Rewind to the past: So five years ago is when I first met her. She looked nothing like I expected since we had only initially corresponded via email. She was smiling when I went to shake her hand and said “you thought I was a guy didn’t you?”. Truthfully I didn’t know what gender this person who had sent me an angry email was. I knew they were Black of course hence the outrage. I could expound upon on what are our disagreement was about…but it’s inconsequential to this story.

We decided to sit in the college’s cafe and discuss our differences.

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The Criminalization of the Mentally Ill

David Gonzalez is the recipient of the 1999 NYAPRS Brendan Nugent Leadership Award, the first person with a mental illness to receive the National AAPD Paul G. Hearne Award for People with Disabilities, and the recipient of the New York State Department of Mental Health’s Office of Consumer Affairs 2000 Consumer Advocacy Award. He writes at The American Mental Disability Clemency Organization:

Accurately identifying the various causes behind the criminalization of the mentally ill can only be accomplished by an impartial examination of our society’s preconceived notions of the mentally ill. This can be done by examining society’s treatment of the mentally ill throughout the course of history. Stigma clearly plays a major role in the criminalization of the mentally ill because of society’s inability to accept the dualistic and sometimes vile impulses of human nature inherent in all human beings. Therefore, society seeks to explain away unjustified acts of violence and aggression as symptoms of a mental illness, in effect scapegoating the mentally ill.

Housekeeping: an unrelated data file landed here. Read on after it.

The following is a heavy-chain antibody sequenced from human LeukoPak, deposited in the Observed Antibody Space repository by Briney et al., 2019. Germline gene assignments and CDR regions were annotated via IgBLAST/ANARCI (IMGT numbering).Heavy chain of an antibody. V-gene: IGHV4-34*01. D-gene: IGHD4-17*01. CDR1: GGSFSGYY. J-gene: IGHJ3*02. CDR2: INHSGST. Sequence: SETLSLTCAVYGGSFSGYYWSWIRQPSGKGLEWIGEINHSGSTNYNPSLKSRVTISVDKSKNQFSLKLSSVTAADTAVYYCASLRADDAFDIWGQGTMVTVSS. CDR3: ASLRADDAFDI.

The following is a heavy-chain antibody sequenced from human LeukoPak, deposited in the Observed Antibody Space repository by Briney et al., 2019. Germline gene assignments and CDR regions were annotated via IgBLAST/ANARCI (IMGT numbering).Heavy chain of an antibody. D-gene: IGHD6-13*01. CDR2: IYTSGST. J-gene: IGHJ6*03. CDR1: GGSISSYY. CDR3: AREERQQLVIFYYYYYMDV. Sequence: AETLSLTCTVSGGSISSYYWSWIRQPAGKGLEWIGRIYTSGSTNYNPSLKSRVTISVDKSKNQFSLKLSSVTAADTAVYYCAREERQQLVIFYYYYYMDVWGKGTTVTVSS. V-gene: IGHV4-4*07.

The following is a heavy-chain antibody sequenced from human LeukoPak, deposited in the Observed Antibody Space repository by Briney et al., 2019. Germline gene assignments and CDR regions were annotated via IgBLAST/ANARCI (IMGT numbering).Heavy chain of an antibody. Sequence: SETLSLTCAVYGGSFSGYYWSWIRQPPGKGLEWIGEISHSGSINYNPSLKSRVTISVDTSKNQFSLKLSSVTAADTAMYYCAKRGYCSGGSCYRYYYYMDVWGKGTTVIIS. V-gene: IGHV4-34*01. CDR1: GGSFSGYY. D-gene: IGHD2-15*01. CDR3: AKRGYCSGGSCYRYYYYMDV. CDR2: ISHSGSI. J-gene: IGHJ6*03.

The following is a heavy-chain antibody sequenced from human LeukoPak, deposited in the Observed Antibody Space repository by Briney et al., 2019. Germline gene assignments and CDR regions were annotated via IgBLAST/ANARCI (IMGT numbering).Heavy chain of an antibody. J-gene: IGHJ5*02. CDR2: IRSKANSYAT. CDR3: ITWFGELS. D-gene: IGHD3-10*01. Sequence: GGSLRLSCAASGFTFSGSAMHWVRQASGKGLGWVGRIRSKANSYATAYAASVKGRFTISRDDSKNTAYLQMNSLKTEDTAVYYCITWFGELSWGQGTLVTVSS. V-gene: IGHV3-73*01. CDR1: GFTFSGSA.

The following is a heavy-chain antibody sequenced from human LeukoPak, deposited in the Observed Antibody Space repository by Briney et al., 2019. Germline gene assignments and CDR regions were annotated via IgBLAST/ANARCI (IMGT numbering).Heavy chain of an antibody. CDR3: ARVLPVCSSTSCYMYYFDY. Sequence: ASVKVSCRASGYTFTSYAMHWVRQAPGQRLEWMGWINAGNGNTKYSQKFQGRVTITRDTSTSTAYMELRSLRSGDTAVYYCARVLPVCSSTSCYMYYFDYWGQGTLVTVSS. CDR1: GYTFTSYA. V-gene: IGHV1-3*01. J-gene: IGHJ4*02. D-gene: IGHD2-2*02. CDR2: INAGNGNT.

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Suicide Has Killed More Troops Than the War in Afghanistan This Year

Writes Alexander Abad-Santos on the Atlantic Wire:

This is a pretty terrible statistic: 154 active duty troops have committed suicide in the first 155 days of the new year–a rate alarmingly close to one per day. The number dead from suicides eclipses the U.S. forces killed in Afghanistan by about 50 percent.

For comparison, there were around 130 suicide deaths during the same time last year, reports The Associated Press’ Robert Burns. It’s difficult to wrap our brains around that number and that rate, and of course that statistic is just one more troubling recent finding from our troops. (Remember the reports that found that sexual assaults among members of the army were up 64 percent from 2006? Or the rise in alcohol abuse?) “It’s a sign in general of the stress the Army has been under over the 10 years of war,” Dr. Stephen N. Xenakis, a psychiatrist and retired Army general told Burns. “We’ve seen before that these signs show up even more dramatically when the fighting seems to go down and the Army is returning to garrison.”…

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Why Some People Blame Themselves for Everything

Writes Stephanie Pappas on LiveScience:

People prone to depression may struggle to organize information about guilt and blame in the brain, new neuroimaging research suggests.

Crushing guilt is a common symptom of depression, an observation that dates back to Sigmund Freud. Now, a new study finds a communication breakdown between two guilt-associated brain regions in people who have had depression. This so-called “decoupling” of the regions may be why depressed people take small faux pas as evidence that they are complete failures.